This deft, nuanced examination of identity, destiny, and agency is a surprisingly tender addition to the Marvel canon.

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LOKI

WHERE MISCHIEF LIES

From the Marvel Universe YA series , Vol. 1

Lee (The Lady’s Guide to Petticoats and Piracy, 2018, etc.) weaves a compelling origin story for Marvel villain Loki.

Can a young Loki discover the identity of a magical assassin and avoid his own prophesied fate? The pale-skinned, black-haired Asgardian trickster has always lived in his blond, muscular brother Thor’s shadow. After their father, Odin, sees a vision of Loki leading an army of the dead against Asgard, he grows suspicious of his second son’s magical abilities. Years later, seeking to prove himself (and prove the prophecy wrong), Loki is sent to Earth to aid a London-based secret organization investigating a series of unusual magical deaths. To Loki, this is akin to being banished: Earth has no magic, and he must actually interact with humans. Yet before long, Loki’s distaste becomes curiosity, especially regarding pale, reddish-brown-haired Theo Bell, who walks with a cane. Loki learns that Theo is attracted to boys (but possibly not only boys), which in 19th-century London is a crime. Although Loki uses he/him/his pronouns, he says he exists as both man and woman and that Asgardians don’t care about the sex or gender of others’ partners, to which Theo responds wistfully. Their romance barely blossoms before Loki must make a choice that will shape his life forever.

This deft, nuanced examination of identity, destiny, and agency is a surprisingly tender addition to the Marvel canon. (Historical fantasy. 13-18)

Pub Date: Sept. 3, 2019

ISBN: 978-1-368-02226-2

Page Count: 416

Publisher: Marvel Press

Review Posted Online: July 13, 2019

Kirkus Reviews Issue: Aug. 1, 2019

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Engrossing, contemplative, and as heart-wrenching as the title promises.

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THEY BOTH DIE AT THE END

What would you do with one day left to live?

In an alternate present, a company named Death-Cast calls Deckers—people who will die within the coming day—to inform them of their impending deaths, though not how they will happen. The End Day call comes for two teenagers living in New York City: Puerto Rican Mateo and bisexual Cuban-American foster kid Rufus. Rufus needs company after a violent act puts cops on his tail and lands his friends in jail; Mateo wants someone to push him past his comfort zone after a lifetime of playing it safe. The two meet through Last Friend, an app that connects lonely Deckers (one of many ways in which Death-Cast influences social media). Mateo and Rufus set out to seize the day together in their final hours, during which their deepening friendship blossoms into something more. Present-tense chapters, short and time-stamped, primarily feature the protagonists’ distinctive first-person narrations. Fleeting third-person chapters give windows into the lives of other characters they encounter, underscoring how even a tiny action can change the course of someone else’s life. It’s another standout from Silvera (History Is All You Left Me, 2017, etc.), who here grapples gracefully with heavy questions about death and the meaning of a life well-lived.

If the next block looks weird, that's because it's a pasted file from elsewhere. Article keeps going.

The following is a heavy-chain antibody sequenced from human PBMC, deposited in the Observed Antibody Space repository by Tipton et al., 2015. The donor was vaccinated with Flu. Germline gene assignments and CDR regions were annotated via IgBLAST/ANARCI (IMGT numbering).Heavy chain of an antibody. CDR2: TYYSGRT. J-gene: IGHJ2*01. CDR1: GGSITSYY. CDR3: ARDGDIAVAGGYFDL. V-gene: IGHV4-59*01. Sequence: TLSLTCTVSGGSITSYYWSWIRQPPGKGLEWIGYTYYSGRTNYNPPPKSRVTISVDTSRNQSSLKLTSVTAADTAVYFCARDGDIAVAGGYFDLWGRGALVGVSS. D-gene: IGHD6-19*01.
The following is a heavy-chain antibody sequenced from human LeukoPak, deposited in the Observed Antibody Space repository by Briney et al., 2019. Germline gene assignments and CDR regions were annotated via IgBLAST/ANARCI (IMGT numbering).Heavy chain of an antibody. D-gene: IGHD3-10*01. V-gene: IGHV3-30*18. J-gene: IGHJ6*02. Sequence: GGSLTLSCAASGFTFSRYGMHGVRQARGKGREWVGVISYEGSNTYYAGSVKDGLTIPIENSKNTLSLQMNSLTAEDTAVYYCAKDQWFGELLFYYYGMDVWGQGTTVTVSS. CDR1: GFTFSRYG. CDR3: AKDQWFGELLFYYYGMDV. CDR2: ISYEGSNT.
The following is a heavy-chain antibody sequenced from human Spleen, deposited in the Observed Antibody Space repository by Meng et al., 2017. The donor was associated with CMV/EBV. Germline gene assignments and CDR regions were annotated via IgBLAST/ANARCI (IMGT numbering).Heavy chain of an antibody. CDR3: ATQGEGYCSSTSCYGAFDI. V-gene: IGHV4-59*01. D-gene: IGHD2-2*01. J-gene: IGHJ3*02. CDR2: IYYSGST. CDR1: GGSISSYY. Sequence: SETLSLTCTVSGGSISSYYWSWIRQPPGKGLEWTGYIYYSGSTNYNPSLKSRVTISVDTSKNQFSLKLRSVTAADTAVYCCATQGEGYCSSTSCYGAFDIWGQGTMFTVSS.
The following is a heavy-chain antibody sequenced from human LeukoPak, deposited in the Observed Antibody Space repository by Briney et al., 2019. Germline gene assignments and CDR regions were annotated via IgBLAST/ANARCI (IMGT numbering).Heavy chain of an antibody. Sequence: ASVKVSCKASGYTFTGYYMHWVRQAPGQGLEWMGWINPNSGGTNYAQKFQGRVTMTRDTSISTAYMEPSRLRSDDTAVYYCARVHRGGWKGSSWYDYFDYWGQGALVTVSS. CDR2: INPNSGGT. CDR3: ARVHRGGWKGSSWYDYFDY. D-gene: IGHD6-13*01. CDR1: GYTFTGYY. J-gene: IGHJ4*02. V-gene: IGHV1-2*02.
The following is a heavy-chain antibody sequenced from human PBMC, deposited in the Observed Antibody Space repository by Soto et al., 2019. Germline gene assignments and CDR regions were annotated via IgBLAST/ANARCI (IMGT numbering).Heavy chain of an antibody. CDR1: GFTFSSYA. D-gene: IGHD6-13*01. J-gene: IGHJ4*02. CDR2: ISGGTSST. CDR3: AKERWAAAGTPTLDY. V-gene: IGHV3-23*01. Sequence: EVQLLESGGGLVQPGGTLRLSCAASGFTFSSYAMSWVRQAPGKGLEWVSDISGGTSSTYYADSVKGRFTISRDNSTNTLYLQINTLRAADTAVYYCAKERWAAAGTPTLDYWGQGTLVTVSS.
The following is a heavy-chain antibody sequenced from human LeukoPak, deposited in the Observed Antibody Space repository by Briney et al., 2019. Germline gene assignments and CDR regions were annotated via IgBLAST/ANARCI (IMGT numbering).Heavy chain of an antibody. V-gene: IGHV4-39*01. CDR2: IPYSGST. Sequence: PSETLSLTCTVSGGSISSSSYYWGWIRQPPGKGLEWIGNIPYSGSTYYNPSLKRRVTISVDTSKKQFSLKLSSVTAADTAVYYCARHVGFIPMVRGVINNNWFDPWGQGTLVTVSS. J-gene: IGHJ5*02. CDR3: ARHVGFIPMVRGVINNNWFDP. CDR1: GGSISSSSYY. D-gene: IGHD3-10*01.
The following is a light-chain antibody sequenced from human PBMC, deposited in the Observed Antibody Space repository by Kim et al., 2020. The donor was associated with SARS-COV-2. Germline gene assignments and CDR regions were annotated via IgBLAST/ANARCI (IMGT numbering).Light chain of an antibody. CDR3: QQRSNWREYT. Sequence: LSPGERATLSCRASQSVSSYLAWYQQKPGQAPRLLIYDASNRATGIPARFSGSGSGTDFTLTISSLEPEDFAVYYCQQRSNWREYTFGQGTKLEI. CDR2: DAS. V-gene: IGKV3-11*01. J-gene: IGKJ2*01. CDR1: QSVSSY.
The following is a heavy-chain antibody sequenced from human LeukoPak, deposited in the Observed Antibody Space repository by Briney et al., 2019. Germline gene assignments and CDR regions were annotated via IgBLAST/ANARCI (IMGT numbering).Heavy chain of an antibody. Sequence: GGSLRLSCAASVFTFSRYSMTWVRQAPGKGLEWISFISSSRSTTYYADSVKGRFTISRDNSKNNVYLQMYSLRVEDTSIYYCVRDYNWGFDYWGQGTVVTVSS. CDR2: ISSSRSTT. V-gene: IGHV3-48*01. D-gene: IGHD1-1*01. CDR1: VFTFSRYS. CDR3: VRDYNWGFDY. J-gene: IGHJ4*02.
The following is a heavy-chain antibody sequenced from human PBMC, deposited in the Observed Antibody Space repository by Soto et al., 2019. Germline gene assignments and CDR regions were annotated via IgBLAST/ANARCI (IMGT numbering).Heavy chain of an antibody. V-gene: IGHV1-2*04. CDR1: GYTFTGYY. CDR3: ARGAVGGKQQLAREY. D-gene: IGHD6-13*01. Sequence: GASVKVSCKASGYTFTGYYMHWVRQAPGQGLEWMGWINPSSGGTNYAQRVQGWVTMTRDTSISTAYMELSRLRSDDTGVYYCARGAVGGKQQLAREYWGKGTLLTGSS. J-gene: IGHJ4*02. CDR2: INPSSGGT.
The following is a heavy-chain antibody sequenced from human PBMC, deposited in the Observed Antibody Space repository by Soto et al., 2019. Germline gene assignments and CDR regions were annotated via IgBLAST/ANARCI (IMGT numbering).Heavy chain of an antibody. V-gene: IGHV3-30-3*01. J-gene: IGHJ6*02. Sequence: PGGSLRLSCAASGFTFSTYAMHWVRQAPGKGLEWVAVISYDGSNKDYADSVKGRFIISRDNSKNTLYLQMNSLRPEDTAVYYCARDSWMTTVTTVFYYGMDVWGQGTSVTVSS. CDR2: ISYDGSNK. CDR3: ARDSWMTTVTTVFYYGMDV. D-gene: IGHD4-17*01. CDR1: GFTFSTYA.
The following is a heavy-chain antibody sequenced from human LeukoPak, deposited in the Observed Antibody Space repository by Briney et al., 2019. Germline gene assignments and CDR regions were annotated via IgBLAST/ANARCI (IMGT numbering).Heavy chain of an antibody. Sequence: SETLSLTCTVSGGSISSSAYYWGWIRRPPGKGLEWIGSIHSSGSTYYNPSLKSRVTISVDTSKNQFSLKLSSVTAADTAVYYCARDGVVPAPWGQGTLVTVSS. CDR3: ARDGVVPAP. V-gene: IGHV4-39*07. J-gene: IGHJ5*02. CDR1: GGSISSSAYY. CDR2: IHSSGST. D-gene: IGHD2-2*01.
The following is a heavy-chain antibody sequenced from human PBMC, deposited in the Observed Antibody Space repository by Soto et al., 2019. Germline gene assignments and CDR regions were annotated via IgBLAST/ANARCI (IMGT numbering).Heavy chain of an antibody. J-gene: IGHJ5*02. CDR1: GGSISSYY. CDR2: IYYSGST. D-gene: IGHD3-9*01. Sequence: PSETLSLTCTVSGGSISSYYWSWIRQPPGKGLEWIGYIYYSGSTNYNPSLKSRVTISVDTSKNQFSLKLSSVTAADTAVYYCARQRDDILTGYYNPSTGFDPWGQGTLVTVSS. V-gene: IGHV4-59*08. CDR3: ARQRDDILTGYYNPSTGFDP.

Engrossing, contemplative, and as heart-wrenching as the title promises. (Speculative fiction. 13-adult).

Pub Date: Sept. 5, 2017

ISBN: 978-0-06-245779-0

Page Count: 384

Publisher: HarperTeen

Review Posted Online: June 5, 2017

Kirkus Reviews Issue: June 15, 2017

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This grittily provocative debut explores the horrors of self-harm and the healing power of artistic expression.

GIRL IN PIECES

After surviving a suicide attempt, a fragile teen isn't sure she can endure without cutting herself.

Seventeen-year-old Charlie Davis, a white girl living on the margins, thinks she has little reason to live: her father drowned himself; her bereft and abusive mother kicked her out; her best friend, Ellis, is nearly brain dead after cutting too deeply; and she's gone through unspeakable experiences living on the street. After spending time in treatment with other young women like her—who cut, burn, poke, and otherwise hurt themselves—Charlie is released and takes a bus from the Twin Cities to Tucson to be closer to Mikey, a boy she "like-likes" but who had pined for Ellis instead. But things don't go as planned in the Arizona desert, because sweet Mikey just wants to be friends. Feeling rejected, Charlie, an artist, is drawn into a destructive new relationship with her sexy older co-worker, a "semifamous" local musician who's obviously a junkie alcoholic. Through intense, diarylike chapters chronicling Charlie's journey, the author captures the brutal and heartbreaking way "girls who write their pain on their bodies" scar and mar themselves, either succumbing or surviving. Like most issue books, this is not an easy read, but it's poignant and transcendent as Charlie breaks more and more before piecing herself back together.

This grittily provocative debut explores the horrors of self-harm and the healing power of artistic expression. (author’s note) (Fiction. 14 & up)

Pub Date: Aug. 30, 2016

ISBN: 978-1-101-93471-5

Page Count: 416

Publisher: Delacorte

Review Posted Online: May 4, 2016

Kirkus Reviews Issue: May 15, 2016

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